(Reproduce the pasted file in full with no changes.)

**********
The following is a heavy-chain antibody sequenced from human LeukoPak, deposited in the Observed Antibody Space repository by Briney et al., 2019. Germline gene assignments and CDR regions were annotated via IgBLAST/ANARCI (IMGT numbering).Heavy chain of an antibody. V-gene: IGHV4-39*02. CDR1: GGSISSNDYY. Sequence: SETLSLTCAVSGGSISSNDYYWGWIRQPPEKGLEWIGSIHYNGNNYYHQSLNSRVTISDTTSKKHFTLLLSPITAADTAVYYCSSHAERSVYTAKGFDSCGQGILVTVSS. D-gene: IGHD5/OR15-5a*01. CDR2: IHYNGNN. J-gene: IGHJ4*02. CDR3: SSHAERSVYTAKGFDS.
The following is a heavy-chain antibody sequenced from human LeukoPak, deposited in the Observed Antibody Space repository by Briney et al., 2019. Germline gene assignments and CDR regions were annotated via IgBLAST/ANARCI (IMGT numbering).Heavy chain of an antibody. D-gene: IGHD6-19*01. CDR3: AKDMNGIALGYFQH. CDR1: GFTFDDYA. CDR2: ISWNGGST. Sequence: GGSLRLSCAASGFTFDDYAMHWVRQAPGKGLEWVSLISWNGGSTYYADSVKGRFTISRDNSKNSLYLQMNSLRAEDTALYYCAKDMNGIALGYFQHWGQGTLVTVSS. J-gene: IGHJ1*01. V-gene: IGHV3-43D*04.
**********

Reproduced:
The following is a heavy-chain antibody sequenced from human LeukoPak, deposited in the Observed Antibody Space repository by Briney et al., 2019. Germline gene assignments and CDR regions were annotated via IgBLAST/ANARCI (IMGT numbering).Heavy chain of an antibody. V-gene: IGHV4-39*02. CDR1: GGSISSNDYY. Sequence: SETLSLTCAVSGGSISSNDYYWGWIRQPPEKGLEWIGSIHYNGNNYYHQSLNSRVTISDTTSKKHFTLLLSPITAADTAVYYCSSHAERSVYTAKGFDSCGQGILVTVSS. D-gene: IGHD5/OR15-5a*01. CDR2: IHYNGNN. J-gene: IGHJ4*02. CDR3: SSHAERSVYTAKGFDS.
The following is a heavy-chain antibody sequenced from human LeukoPak, deposited in the Observed Antibody Space repository by Briney et al., 2019. Germline gene assignments and CDR regions were annotated via IgBLAST/ANARCI (IMGT numbering).Heavy chain of an antibody. D-gene: IGHD6-19*01. CDR3: AKDMNGIALGYFQH. CDR1: GFTFDDYA. CDR2: ISWNGGST. Sequence: GGSLRLSCAASGFTFDDYAMHWVRQAPGKGLEWVSLISWNGGSTYYADSVKGRFTISRDNSKNSLYLQMNSLRAEDTALYYCAKDMNGIALGYFQHWGQGTLVTVSS. J-gene: IGHJ1*01. V-gene: IGHV3-43D*04.